Deer Tracks Across Frozen Creek

Deer Tracks

Deer Tracks Across Frozen Creek

When I went for a hike this weekend, following deer tracks through snow in the woods and along Coffee Creek, I was surprised by the animals’ ability to step across the wintry crust of the water’s surface, especially since the ice layer wasn’t very thick. Indeed, as seen in the above photo, at many places along the waterway a quick flow of current could be seen and heard from numerous openings, and elsewhere the covering was so thin that the darker water beneath could yet be detected.

Nevertheless, when I came across a herd of a half dozen deer, a couple were standing on an ice shelf and apparently dipping their heads into a gap in the ice for a drink. I admired their agility and light steps, as they would cross from one side of the creek to another, something I certainly wasn’t about to attempt in my efforts to trail them. I wondered about their ability to traverse the ice so easily.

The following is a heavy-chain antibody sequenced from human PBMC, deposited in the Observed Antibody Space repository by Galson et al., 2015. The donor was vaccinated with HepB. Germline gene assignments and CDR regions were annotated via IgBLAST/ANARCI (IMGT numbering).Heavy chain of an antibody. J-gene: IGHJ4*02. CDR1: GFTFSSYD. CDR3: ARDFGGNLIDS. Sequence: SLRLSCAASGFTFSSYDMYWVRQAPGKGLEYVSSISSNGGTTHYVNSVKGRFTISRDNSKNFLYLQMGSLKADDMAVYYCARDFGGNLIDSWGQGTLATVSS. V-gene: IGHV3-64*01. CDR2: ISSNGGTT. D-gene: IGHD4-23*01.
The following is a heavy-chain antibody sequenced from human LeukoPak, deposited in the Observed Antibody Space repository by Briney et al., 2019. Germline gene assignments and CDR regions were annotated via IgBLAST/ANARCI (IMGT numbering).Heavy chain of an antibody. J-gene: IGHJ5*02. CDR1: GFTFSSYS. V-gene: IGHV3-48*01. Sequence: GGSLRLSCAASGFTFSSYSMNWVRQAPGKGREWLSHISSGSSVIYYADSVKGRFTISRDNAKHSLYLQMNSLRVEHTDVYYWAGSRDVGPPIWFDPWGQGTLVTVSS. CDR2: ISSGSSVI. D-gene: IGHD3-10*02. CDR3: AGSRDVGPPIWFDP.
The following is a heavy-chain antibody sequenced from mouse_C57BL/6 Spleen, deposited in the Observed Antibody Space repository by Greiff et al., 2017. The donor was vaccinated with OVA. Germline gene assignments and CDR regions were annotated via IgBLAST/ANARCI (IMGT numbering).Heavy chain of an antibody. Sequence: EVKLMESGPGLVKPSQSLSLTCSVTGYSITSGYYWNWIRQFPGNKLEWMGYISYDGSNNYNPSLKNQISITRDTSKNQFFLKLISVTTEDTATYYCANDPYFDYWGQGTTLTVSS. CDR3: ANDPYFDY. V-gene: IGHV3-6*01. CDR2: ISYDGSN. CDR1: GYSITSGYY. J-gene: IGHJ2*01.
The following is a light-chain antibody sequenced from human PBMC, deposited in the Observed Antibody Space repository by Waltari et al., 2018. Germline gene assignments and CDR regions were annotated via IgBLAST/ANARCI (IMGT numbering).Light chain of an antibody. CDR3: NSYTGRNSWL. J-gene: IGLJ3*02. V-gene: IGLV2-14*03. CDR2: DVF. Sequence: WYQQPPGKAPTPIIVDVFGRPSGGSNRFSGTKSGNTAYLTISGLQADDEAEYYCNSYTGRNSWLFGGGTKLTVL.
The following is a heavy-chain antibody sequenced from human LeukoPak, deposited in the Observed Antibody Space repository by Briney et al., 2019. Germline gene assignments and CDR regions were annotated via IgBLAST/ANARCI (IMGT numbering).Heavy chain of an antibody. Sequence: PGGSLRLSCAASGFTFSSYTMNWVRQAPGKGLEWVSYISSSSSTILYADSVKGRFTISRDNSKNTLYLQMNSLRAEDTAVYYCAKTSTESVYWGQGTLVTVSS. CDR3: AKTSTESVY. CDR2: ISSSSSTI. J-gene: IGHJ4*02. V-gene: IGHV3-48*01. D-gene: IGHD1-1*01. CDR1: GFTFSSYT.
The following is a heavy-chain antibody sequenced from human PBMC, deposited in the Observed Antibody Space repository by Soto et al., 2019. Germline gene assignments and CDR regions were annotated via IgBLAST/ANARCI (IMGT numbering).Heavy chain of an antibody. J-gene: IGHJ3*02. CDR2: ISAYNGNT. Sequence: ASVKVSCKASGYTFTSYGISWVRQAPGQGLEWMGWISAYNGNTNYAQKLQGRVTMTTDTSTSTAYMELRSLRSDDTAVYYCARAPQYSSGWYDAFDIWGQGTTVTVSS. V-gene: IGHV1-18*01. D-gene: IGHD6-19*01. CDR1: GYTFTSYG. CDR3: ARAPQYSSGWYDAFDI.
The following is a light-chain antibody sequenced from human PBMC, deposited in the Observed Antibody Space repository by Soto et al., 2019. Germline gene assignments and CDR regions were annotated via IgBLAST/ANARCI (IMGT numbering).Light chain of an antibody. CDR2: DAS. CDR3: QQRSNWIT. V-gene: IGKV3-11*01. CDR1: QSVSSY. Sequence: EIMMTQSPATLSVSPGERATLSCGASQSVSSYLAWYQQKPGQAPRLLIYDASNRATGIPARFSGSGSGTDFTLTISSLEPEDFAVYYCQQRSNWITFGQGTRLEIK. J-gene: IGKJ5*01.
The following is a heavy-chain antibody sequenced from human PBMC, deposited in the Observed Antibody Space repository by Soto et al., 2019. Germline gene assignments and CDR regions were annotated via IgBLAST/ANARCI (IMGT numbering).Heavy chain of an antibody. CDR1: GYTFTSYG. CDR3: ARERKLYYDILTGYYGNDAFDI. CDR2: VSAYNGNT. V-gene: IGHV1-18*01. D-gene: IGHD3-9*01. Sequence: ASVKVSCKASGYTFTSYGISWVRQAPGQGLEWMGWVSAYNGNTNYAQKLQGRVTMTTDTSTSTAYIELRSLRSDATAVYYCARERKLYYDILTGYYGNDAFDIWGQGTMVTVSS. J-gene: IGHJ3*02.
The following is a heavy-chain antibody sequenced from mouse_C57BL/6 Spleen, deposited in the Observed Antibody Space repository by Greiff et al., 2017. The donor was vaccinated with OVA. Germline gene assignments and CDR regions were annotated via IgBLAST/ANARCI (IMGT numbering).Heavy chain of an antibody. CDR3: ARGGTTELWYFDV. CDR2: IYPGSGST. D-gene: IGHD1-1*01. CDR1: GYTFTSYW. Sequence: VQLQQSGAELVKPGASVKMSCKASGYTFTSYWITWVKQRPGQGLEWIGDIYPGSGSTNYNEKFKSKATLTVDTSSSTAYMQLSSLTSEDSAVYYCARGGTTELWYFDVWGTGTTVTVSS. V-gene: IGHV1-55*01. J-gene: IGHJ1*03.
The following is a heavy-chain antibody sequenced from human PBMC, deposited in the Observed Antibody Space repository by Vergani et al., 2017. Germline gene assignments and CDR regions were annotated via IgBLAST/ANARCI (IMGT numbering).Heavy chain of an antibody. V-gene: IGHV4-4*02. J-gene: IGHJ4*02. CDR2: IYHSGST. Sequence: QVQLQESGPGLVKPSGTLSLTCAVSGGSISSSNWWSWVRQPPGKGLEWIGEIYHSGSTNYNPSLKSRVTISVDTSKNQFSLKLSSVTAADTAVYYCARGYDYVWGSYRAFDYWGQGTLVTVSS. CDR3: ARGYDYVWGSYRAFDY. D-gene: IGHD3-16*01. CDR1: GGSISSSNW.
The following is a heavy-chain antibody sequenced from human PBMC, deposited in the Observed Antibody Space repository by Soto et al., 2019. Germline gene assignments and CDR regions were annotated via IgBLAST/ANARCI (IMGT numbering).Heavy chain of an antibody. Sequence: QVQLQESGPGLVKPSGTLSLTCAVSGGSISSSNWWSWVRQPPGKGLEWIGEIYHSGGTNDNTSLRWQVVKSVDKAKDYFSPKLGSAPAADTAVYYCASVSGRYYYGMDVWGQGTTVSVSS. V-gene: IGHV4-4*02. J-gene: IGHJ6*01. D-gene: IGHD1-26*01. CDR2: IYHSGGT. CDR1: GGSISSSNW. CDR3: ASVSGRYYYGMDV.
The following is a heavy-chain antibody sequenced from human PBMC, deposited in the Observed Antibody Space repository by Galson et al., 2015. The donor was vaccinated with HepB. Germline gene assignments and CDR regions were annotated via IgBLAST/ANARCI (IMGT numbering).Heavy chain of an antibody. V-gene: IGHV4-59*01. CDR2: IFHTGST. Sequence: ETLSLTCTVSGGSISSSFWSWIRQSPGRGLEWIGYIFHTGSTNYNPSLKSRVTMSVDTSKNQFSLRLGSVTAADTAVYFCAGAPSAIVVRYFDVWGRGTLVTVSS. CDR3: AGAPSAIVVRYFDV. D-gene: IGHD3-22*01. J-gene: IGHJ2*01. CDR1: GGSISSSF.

Still, as I trudged through the underbrush, taking paths worn by the deer ahead of me, I thought of a passage I remembered from an Aldo Leopold text I used to teach in my Environmental Literature course. Leopold wrote of how he enjoyed following the tracks of various animals during winter, learning their habits by the spots where they regularly stopped to browse, feeding on pine leaves, twigs, or shoots.

Leopold recorded: “January observation can be almost as simple and peaceful as snow, and almost as continuous as cold. There is time not only to see who has done what, but to speculate why.” I would add that there is also time to marvel at how.


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